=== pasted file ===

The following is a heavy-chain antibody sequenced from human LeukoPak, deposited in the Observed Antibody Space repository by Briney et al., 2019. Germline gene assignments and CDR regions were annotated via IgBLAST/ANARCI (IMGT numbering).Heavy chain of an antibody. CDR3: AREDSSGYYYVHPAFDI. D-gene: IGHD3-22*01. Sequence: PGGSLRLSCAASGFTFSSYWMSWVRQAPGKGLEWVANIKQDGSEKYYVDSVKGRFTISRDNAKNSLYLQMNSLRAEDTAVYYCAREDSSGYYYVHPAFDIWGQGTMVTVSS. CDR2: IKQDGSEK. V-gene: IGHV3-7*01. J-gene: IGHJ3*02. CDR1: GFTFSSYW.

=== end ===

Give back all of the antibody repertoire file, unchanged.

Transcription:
The following is a heavy-chain antibody sequenced from human LeukoPak, deposited in the Observed Antibody Space repository by Briney et al., 2019. Germline gene assignments and CDR regions were annotated via IgBLAST/ANARCI (IMGT numbering).Heavy chain of an antibody. CDR3: AREDSSGYYYVHPAFDI. D-gene: IGHD3-22*01. Sequence: PGGSLRLSCAASGFTFSSYWMSWVRQAPGKGLEWVANIKQDGSEKYYVDSVKGRFTISRDNAKNSLYLQMNSLRAEDTAVYYCAREDSSGYYYVHPAFDIWGQGTMVTVSS. CDR2: IKQDGSEK. V-gene: IGHV3-7*01. J-gene: IGHJ3*02. CDR1: GFTFSSYW.